First thing to try is removing the tubes and plugging them back in again. If you have some contact cleaner spray some on the tube pins and work the tube in and out of the socket 3 or 4 times. Make sure they are seated properly and try again.
Gilchrist custom
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#8
I already tried contact cleaner. i am hoping it is an easy fix, but if i can't figure it out I might send it to a tech. could a capacitor cause this problem? one of the smaller caps in the power section reads that it is shorted but i don't know if i trust my multi meter because it is not in the greatest shape.
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Last edited by dylan08 at Mar 26, 2012,
#9
Cath is right, that could be a number of issues. Weak supply caps, dirty input jacks, dirty FX loop jack(s), partially fried output transformer, etc..
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Last edited by ConfederateAxe at Mar 27, 2012,
#10
Quote by ConfederateAxe
Cath is right, that could be a number of issues. Weak supply caps, dirty input jacks, dirty FX loop jack(s), partially fried output transformer, etc..

i am hoping i can fix it myself, but if i can't figure it out i may send it to a tech, that could spare me a lot of time.
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#11
Well, partially fried OT's are rare. Normally they either work or they don't.
Gilchrist custom
Yamaha SBG500
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Randall RM100 & RM20
Marshall JTM45 clone
Marshall JCM900 4102 (modded)
Marshall 18W clone
Fender 5F1 Champ clone
Atomic Amplifire
Marshall 1960A
Boss GT-100


Cathbard Amplification
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#12
http://forums.peavey.com/download/file.php?id=6893&sid=7807bc01474a2248fde66e76388f4c8b

this is not my pic but the same amp. in the power section there are four big caps. On mine on of the smaller caps(black ones) according to my multi meter is shorted but it looks normal. My meter is old and i am not sure if i should trust it. does it sound like this could be my problem?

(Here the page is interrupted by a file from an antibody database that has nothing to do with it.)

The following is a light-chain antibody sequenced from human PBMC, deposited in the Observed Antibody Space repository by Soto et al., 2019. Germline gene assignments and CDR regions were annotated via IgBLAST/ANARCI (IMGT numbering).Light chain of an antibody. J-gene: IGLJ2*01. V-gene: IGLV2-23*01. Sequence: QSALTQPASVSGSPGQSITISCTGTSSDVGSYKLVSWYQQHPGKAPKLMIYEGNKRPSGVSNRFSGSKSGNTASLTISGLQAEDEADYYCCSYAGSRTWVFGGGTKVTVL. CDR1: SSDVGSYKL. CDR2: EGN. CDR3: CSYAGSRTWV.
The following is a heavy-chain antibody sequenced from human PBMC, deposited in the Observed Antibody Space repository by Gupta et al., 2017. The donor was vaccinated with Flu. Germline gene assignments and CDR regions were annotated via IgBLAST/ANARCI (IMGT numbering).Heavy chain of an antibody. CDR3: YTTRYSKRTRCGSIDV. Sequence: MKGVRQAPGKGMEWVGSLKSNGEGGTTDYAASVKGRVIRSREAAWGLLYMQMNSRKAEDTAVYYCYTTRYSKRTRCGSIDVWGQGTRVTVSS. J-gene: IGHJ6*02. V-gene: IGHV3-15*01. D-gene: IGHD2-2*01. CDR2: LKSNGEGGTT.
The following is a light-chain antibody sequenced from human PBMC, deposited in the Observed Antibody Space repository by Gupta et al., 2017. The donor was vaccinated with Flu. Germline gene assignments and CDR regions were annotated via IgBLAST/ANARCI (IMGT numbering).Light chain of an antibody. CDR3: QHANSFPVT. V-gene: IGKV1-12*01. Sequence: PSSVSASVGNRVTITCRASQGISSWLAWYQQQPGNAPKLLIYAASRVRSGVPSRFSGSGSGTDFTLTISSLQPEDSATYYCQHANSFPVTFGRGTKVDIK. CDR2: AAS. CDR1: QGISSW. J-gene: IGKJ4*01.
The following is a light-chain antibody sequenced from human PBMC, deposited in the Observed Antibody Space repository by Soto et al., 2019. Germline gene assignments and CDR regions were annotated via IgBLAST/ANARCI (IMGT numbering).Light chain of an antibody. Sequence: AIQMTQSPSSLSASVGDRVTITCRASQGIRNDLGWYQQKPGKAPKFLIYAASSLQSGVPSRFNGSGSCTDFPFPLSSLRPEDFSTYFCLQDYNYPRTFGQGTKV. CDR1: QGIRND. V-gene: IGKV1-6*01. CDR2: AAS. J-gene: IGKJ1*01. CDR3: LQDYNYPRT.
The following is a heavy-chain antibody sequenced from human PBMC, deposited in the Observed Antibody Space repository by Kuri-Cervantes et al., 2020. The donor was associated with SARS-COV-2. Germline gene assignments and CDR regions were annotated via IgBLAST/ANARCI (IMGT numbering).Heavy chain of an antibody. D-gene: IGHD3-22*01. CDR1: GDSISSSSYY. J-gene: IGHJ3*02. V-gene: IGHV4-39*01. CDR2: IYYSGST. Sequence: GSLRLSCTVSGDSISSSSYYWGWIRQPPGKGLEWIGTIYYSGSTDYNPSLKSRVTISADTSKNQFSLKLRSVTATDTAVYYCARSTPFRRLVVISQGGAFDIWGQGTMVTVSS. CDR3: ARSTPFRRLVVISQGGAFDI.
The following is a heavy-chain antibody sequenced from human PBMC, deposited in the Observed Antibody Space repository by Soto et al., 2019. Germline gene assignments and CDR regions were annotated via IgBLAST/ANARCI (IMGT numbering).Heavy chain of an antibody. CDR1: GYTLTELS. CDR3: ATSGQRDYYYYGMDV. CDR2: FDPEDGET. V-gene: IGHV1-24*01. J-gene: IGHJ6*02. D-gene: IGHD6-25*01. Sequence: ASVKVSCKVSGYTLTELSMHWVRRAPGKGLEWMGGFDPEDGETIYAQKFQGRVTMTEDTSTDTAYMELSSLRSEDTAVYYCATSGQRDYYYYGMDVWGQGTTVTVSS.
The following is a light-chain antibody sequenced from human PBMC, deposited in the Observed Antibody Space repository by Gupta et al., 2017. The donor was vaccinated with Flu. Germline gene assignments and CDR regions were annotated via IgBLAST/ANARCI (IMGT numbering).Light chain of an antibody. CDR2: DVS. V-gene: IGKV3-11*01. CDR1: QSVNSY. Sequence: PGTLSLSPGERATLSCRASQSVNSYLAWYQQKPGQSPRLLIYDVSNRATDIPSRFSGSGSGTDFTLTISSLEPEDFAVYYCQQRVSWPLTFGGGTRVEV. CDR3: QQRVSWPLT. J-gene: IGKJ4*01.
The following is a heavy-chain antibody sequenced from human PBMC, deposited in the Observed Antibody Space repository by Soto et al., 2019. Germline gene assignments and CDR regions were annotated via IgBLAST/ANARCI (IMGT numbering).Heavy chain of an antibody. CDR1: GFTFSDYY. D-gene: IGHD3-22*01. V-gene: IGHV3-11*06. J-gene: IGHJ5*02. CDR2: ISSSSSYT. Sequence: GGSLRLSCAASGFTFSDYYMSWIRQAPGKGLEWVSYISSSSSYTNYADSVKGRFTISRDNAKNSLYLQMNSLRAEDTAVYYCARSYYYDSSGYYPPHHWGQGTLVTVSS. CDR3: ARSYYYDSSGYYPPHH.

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Last edited by dylan08 at Mar 27, 2012,
#13
When you first touch a multimeter to a cap it should look like a short at first and then drop back to open circuit once it charges up. Make sure you discharge them first or you can blow up the meter. Ohm meters don't like being placed across live voltages.
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Yamaha SBG500
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Marshall JTM45 clone
Marshall JCM900 4102 (modded)
Marshall 18W clone
Fender 5F1 Champ clone
Atomic Amplifire
Marshall 1960A
Boss GT-100


Cathbard Amplification
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#14
Quote by Cathbard
When you first touch a multimeter to a cap it should look like a short at first and then drop back to open circuit once it charges up. Make sure you discharge them first or you can blow up the meter. Ohm meters don't like being placed across live voltages.

all the others dropped back expect for one.
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#15
Replace it.
Gilchrist custom
Yamaha SBG500
Telecasters
Randall RM100 & RM20
Marshall JTM45 clone
Marshall JCM900 4102 (modded)
Marshall 18W clone
Fender 5F1 Champ clone
Atomic Amplifire
Marshall 1960A
Boss GT-100


Cathbard Amplification
My band